Though cinema’s most currently beloved, on occasion gun-toting grandma Madea may be as adamantly incorrigible as ever in I Can Do Bad All By Myself, she’s got a few meaningful tough love lessons for younger generations in Tyler Perry’s latest bible-laced rowdy screen rant.
Adapted from his stage play and featuring makeover maven Tyler’s repeat reincarnation of Madea/Joe all by himself, the film sparkles with humor, heart and the euphoric musical infusion of a soulful diva or two, courtesy of Gladys Knight and Mary J. Blige. But can we save those mandatory over the top raucous religious screamfests for Sunday church already.
Madea does tone down her cussing tirades just a bit this time around, to creatively scold a posse of kid burglars who break into her house one night and grab her broken down VCR, after which she feeds them breakfast. And in a movie also noted for its catchy nicknames, Madea aka Big Bird drags the young motherless rascals over to the house of their alcoholic Aunt April, aka Hooker (Taraji Henson). Though she’s too busy tending to her mean-spirited married boyfriend (Brian J. White) to bother for long with these needy waifs, Manny (Kwesi Boakye), Byron (Frederick Siglar) and their pouting teen surrogate mom, Jennifer (Hope Olaide Wilson), aka Puffy, Biggie and Lil’ Kim respectively.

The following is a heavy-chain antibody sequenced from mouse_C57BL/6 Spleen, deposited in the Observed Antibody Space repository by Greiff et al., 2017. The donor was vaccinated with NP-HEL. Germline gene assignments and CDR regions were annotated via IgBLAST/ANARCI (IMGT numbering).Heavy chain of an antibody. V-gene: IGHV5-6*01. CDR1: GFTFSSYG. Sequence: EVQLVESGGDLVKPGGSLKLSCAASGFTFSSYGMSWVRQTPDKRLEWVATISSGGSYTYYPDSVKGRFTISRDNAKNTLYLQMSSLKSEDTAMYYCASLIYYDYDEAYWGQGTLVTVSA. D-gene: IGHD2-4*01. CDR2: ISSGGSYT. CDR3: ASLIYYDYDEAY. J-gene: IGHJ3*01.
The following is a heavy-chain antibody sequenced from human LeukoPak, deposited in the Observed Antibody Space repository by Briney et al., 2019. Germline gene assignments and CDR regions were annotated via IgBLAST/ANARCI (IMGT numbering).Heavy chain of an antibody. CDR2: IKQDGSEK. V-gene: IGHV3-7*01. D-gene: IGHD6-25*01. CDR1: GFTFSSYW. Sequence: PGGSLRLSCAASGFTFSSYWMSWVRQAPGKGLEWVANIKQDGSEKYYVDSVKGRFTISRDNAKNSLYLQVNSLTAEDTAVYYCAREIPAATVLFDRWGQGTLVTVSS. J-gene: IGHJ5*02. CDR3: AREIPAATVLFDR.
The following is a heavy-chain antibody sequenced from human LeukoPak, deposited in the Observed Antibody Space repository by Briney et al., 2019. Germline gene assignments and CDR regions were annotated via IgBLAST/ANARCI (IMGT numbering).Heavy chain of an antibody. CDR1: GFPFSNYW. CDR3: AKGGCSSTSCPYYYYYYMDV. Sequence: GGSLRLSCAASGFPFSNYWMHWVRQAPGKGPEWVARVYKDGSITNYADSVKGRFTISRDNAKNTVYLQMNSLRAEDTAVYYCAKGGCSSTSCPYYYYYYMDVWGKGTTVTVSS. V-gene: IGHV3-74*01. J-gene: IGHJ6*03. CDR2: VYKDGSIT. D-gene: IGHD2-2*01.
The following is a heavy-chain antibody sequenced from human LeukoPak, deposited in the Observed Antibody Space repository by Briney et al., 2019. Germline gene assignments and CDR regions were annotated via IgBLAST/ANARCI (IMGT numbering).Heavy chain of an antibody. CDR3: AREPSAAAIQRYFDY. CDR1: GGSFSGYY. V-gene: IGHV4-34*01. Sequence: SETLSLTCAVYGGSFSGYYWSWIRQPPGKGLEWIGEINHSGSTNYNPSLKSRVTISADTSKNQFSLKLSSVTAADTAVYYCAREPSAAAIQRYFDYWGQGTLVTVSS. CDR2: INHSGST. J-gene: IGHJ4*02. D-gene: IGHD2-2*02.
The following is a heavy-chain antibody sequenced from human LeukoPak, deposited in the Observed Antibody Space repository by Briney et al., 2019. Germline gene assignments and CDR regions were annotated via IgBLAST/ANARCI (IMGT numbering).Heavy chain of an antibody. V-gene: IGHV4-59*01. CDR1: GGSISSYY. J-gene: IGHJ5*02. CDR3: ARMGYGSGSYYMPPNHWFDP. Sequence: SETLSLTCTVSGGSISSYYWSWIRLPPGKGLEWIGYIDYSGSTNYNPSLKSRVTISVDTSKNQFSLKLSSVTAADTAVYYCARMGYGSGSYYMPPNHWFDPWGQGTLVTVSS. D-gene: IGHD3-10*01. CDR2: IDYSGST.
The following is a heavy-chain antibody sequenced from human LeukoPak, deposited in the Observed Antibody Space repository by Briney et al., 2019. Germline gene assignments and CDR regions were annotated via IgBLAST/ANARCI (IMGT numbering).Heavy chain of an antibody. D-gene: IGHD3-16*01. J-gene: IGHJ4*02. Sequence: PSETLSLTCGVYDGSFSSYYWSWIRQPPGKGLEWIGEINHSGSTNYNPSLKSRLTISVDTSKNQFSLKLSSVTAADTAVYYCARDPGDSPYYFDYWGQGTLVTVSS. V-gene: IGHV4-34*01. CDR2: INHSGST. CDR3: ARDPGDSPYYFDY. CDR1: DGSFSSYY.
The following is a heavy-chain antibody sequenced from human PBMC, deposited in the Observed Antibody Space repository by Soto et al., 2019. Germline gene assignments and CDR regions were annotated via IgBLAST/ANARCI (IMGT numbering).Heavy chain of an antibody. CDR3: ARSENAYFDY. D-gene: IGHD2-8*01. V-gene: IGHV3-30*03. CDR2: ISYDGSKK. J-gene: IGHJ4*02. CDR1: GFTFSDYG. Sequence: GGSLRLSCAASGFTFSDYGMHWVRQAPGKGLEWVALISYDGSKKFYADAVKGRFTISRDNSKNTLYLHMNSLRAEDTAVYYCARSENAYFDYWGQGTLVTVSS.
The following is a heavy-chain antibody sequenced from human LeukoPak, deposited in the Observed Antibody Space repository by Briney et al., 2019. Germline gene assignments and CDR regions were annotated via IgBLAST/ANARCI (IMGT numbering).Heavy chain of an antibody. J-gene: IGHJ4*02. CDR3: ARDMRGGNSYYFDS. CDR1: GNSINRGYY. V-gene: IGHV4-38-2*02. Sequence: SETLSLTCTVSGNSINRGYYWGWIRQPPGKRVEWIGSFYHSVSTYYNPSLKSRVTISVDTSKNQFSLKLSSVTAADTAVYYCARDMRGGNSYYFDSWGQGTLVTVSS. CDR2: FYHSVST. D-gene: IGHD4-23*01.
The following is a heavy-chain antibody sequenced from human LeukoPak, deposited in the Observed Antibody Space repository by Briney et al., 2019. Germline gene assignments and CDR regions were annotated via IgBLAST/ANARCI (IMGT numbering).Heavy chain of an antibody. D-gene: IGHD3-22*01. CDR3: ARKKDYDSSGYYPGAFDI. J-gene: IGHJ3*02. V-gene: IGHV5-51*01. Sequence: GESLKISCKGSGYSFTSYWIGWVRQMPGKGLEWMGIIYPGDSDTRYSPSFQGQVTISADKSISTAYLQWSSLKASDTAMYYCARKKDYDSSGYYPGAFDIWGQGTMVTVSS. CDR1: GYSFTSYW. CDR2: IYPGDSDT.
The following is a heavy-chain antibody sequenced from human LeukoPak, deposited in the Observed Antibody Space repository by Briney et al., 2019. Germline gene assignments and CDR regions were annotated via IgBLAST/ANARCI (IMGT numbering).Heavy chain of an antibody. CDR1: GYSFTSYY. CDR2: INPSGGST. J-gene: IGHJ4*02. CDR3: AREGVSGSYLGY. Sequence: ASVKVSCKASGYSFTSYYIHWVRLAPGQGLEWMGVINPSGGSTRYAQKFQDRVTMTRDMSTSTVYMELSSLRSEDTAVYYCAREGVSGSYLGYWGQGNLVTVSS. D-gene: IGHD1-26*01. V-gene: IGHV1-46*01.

But when a south of the border undocumented immigrant Sandino (Adam Rodriguez) shows up at the local church seeking work, the pastor (Marvin L. Winans) sends him to live with a none too pleased April and earn his keep fixing up her dilapidated home. And Sandino, aka Mexico aka Houseboy, is soon also intent on repairing this dysfunctional family, despite the resistance of nearly everyone concerned on the seedy premises.
Perry continues to perfect his unique flair for squeezing salty comedy out of the righteously rude rage of a bunch of angry black folks. And this time around he’s got more than a few female empowerment type of inspired moments on hand, as cautionary encouragement to be ‘something more than just a reflection of a man’ while standing in his shadow.
While these not always subtle messages about human connectedness and individual self-worth are best when secularized, they do get nicely channeled intermittently through the uplifting musical impressions of Blige and especially Knight as club torch singers. Not to mention Madea’s hilariously blasphemous comic relief interlude rewrites of bible lore, including Noah’s cruise ship ferrying Eve in the VIP section to whatever gloriously outlandish destination.